Review: Headlands Distillery’s Two Gins and Illawarra Plum release

Looking to create a unique Australian expression of gin, the team at the Headlands Distilling Company have pushed the Australian craft distilling envelop with these releases.

In a previous review I looked at their excellent Vodka ( read about it here)  and I took my time to get acquainted with their Boobialla Australian Native Gin, Daalgaal Illawarra Plum Infused Gin they sent to me some weeks back, along with a bottle of their Spirit of Illawarra Plum.

Founders, Dean Martelozzo, Jared Smith, Lachlan Hingley and Thomas Simnadis have taken a fresh approach to crafting these small batch spirits with a strong commitment to place and environmentally sustainable production.

Before I get to the spirits proper, it’s worth taking a minute to consider what the state of play of gin expressions there are in Australia. We’re in the golden age of both innovation, quality and quantity with over 265 gin producers and many more coming, most producing several styles of gin.

As a whole they’ve warmly embraced local ingredients, water and native botanicals to fashion a distinctively Australian contemporary style of gin, or fresh takes on the classic London Dry or Barrel Aged styles.

But what Headlands have done in producing the Boobialla Native Gin is take the innovation a step further. To my knowledge this is the only gin available using a native form of juniper with the exception of Kangaroo Island Spirits.

As Jared told me, “Is Boobialla gin even gin since it doesn’t use any juniperus communis? Good question and the answer is probably not if you get technical. We are really stretching the definition with this one. European Union rule is that it has to be predominantly juniper in flavour.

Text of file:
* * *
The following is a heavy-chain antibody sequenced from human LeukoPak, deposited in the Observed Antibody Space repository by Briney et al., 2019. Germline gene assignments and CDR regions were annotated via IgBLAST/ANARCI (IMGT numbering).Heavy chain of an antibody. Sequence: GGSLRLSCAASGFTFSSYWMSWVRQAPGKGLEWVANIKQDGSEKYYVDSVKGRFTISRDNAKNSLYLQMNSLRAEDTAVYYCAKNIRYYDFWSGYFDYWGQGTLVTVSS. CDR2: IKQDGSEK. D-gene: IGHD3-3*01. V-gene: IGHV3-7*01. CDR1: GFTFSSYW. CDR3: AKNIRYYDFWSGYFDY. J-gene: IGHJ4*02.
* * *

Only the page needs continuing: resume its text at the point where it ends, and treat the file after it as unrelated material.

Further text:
Boobialla uses only myoporum insulare, commonly known as Australian native juniper, a completely different species. It is juniper-like in flavour, though quite different overall. More floral, less pine. All wild, hand foraged.

We could have added some Macedonian juniper into the mix so it is definitely gin but that goes against what we are trying to achieve.

We were tossing up whether to call it Australian Native Juniper or Australian Native Gin. We chose to go with gin to give it a category, people who already appreciate gin will know roughly what they are getting. People will know how to use it, when it sits on the shelf in a store it will be with other gins.”

What is Boobialla?

Myoporum insulare, commonly known as common boobialla, native juniper or blueberry tree[1] is a flowering plant in the figwort family Scrophulariaceae and is endemic to coastal areas of Australia. It is a shrub or small tree which grows on dunes and coastal cliffs, is very salt tolerant and widely used in horticulture. Source: Wikipedia 

What is the legal definition of gin?

Currently there is no regulations that define gin in Australia (unlike say, the EU), some think this is a good thing as the creativity of distillers to create new expressions isn’t inhibited, and other distillers think that maybe some definition is a good idea.  There seems to be common acceptance that a London Dry style gin requires Juniper in the botanical mix, but beyond this, it’s an open field.

Australia New Zealand Food Standards Code